How long exactly do you need to cook the turkey for?

How long exactly do you need to cook the turkey for?

Turkey is one of the main dishes on the Thanksgiving table and cooking it properly is a challenge for home cooks. The bird does not need to spend the whole day in the oven, but several hours and a little rest time on the counterr.

We review how long and what temperature it really takes to safely cook a turkey and get a juicy bird.

The Centers for Disease Control and Prevention (CDC) recommends adjust oven temperature to at least 325°F. Place completely thawed turkey in 2 to 2-1/2-inch deep roasting pan or pan.

The cooking time will depend on the weight of the turkey and whether it is stuffed. According to Epicurious, the easiest way to measure turkey cooking times is to estimate 13 minutes per pound at 350°F for an unstuffed turkey (approximately 3 hours for a 12- to 14-pound turkey), or 15 minutes per pound for a stuffed turkey.

Use a food thermometer to Make sure the turkey has reached a safe internal temperature of 165°F. Insert the thermometer into the innermost part of the thigh and wing and into the thickest part of the breast. If the turkey is stuffed, attach the thermometer to verify that the safe temperature has been reached.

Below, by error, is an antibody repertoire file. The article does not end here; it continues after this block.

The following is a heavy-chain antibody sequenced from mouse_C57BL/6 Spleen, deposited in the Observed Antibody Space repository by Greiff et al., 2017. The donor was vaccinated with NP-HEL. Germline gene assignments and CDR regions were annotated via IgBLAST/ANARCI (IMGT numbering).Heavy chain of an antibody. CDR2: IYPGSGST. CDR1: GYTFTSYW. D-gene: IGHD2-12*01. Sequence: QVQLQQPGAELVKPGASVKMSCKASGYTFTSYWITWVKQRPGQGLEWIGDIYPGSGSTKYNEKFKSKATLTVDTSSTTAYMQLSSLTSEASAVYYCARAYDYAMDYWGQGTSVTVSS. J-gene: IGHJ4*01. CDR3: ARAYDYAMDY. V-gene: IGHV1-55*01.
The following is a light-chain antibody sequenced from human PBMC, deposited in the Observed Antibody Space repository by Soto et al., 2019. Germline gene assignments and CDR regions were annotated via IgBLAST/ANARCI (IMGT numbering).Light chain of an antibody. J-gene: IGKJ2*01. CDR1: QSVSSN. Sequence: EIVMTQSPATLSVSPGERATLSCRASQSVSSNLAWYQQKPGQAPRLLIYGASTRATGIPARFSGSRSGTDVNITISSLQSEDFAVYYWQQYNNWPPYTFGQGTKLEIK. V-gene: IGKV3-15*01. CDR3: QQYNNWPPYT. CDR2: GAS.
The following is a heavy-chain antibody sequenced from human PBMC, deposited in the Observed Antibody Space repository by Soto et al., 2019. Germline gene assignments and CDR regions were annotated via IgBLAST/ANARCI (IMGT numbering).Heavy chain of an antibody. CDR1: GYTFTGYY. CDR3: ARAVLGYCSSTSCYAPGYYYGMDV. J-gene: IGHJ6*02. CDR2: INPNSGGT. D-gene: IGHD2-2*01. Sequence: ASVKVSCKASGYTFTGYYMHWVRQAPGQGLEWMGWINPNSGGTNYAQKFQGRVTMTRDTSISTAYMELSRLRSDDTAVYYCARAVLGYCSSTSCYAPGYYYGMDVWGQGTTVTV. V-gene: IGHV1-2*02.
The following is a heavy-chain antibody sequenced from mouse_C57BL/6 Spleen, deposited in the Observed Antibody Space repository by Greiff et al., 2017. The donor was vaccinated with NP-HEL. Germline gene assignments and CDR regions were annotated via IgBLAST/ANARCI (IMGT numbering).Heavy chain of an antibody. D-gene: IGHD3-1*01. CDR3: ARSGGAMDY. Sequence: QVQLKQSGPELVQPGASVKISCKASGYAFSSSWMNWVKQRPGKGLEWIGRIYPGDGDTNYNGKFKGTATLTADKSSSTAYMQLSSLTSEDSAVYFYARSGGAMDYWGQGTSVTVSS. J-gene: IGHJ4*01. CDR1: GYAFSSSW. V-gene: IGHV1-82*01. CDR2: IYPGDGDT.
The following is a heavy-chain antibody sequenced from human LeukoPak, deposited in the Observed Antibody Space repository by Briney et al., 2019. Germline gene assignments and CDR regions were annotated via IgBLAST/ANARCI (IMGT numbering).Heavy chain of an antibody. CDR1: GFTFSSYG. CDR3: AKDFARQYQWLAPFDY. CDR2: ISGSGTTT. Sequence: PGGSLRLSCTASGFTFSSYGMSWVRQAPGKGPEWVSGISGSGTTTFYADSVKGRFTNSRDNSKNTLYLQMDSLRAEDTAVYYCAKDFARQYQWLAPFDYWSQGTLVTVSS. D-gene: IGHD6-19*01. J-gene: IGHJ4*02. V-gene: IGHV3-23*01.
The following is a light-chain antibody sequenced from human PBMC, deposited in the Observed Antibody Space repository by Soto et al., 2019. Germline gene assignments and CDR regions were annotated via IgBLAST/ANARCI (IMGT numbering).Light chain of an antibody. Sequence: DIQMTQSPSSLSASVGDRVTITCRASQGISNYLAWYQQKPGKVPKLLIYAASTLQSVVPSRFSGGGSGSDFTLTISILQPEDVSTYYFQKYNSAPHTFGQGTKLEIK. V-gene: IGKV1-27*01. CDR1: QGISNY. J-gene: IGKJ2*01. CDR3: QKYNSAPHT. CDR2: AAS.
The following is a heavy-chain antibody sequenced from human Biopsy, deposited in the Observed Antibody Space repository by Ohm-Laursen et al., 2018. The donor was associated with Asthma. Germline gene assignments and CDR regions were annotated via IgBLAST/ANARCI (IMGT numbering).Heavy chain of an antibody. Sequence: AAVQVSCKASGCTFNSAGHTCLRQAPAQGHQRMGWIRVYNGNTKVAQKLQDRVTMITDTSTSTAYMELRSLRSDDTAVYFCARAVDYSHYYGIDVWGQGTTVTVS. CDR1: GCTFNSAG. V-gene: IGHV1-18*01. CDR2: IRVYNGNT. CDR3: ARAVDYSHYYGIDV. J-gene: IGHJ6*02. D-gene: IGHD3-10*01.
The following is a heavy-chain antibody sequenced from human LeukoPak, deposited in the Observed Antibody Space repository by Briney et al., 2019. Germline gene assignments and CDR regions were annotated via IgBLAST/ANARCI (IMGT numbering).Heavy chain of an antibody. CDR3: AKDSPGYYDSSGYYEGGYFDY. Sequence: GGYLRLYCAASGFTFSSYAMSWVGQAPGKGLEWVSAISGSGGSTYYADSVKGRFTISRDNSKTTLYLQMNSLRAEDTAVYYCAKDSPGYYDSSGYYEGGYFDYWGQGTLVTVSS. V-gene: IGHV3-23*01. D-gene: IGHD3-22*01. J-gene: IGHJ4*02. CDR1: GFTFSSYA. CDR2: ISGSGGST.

Let the turkey rest for 20 minutes before removing all the stuffing and slicing the meat. This will allow the stuffing to cook a bit longer and make the turkey easier to carve.

Cook the filling before

The CDC notes that it is safer to cook the stuffing in a saucepan rather than inside the turkey. Cooking the stuffing independently in a saucepan makes it easy to make sure the stuffing is cooked through.

If you cook the stuffing in the turkey, it should be placed in the turkey just before cooking. The FDA suggests avoid compressing stuffing inside the turkey and use about 3/4 cup stuffing for each pound of turkey.

Cooking a Frozen Turkey Without Stuffing

The Food Safety and Inspection Service (FSIS) notes that it is safe to roast a frozen turkey; however, it will take longer than a fresh or thawed bird.

To determine an approximate cooking time for frozen turkey, add 50 percent of the time it would take to cook a fresh turkey. The time is estimated, the safe temperature must always be verified.
Frozen turkey should not be smoked, broiled, or fried.